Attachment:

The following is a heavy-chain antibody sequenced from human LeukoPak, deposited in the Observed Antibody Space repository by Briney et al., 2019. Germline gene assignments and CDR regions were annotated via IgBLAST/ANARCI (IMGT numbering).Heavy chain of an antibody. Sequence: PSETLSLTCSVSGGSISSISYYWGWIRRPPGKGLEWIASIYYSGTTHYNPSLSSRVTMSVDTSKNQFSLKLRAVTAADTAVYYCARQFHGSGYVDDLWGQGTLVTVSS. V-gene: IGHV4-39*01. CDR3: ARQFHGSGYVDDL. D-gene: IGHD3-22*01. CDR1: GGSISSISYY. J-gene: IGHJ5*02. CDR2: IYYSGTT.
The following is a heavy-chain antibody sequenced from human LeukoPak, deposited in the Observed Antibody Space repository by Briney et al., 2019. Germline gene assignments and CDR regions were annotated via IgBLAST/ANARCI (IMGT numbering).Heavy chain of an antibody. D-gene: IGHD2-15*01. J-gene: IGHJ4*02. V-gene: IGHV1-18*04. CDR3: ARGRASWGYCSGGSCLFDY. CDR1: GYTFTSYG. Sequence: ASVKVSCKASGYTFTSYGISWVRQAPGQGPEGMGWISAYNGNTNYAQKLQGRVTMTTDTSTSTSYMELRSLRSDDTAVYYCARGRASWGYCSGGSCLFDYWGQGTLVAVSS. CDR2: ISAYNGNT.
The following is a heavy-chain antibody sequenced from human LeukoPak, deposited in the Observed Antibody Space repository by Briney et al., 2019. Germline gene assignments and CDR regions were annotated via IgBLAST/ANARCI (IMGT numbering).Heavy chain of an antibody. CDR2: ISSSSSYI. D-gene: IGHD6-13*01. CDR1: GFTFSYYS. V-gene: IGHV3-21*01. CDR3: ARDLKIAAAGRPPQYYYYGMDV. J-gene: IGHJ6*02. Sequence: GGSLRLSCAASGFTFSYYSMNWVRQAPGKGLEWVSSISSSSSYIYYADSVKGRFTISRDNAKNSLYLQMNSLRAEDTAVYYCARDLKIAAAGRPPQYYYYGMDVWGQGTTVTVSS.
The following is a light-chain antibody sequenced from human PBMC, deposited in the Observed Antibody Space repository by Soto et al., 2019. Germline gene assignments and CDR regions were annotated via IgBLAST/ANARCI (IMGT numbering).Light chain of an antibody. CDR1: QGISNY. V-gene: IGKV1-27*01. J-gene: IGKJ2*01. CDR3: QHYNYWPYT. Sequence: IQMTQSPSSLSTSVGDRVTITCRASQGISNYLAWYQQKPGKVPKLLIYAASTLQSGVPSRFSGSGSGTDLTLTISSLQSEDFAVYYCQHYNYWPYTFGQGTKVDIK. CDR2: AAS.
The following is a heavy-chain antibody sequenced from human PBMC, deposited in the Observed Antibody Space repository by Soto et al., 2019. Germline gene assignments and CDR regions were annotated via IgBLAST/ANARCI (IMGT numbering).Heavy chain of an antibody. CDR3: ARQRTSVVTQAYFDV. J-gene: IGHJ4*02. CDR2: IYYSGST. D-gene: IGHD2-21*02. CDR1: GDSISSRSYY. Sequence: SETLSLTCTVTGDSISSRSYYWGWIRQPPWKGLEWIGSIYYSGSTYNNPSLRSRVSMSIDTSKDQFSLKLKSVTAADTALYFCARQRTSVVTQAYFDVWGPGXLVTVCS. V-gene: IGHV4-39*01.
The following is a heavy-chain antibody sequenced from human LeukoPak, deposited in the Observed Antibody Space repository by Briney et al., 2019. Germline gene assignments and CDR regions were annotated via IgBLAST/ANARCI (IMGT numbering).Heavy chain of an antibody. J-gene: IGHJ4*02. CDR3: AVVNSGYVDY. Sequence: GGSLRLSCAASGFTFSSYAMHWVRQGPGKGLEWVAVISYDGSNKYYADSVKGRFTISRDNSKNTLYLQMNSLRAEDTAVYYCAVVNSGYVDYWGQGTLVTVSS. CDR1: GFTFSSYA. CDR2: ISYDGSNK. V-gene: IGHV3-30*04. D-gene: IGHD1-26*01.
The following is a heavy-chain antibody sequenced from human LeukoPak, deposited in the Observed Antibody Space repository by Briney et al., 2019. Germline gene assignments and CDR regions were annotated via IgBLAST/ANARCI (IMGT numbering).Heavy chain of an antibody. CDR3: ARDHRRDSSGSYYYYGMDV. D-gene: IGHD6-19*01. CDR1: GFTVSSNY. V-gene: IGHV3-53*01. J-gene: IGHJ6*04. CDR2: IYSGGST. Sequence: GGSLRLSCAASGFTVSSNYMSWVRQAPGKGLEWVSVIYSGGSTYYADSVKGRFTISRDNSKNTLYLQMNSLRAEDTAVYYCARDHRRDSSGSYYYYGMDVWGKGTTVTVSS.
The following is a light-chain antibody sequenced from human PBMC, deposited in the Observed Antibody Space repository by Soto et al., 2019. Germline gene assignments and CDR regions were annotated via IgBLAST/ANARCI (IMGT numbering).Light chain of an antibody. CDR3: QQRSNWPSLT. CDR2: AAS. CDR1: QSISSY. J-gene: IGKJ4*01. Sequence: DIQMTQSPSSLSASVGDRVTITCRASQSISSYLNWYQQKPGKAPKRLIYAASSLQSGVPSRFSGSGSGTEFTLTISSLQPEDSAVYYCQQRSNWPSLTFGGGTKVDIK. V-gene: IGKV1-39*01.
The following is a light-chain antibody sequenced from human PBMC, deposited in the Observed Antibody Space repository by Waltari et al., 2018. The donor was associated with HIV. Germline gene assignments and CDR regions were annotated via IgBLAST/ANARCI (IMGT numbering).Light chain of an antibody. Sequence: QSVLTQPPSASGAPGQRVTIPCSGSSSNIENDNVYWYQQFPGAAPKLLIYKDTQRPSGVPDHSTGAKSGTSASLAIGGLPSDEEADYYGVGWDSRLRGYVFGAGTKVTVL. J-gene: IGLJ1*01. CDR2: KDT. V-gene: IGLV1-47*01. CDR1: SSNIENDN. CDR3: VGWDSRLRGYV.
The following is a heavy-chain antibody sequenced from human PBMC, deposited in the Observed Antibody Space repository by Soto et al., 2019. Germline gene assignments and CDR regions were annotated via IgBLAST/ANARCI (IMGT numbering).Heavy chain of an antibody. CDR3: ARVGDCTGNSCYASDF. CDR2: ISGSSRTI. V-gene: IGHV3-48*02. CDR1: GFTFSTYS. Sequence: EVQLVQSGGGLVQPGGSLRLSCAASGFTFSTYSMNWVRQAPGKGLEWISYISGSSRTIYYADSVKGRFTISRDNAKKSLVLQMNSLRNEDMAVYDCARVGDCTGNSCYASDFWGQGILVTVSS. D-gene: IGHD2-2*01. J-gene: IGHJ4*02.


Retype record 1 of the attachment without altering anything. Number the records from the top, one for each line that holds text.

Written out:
The following is a heavy-chain antibody sequenced from human LeukoPak, deposited in the Observed Antibody Space repository by Briney et al., 2019. Germline gene assignments and CDR regions were annotated via IgBLAST/ANARCI (IMGT numbering).Heavy chain of an antibody. Sequence: PSETLSLTCSVSGGSISSISYYWGWIRRPPGKGLEWIASIYYSGTTHYNPSLSSRVTMSVDTSKNQFSLKLRAVTAADTAVYYCARQFHGSGYVDDLWGQGTLVTVSS. V-gene: IGHV4-39*01. CDR3: ARQFHGSGYVDDL. D-gene: IGHD3-22*01. CDR1: GGSISSISYY. J-gene: IGHJ5*02. CDR2: IYYSGTT.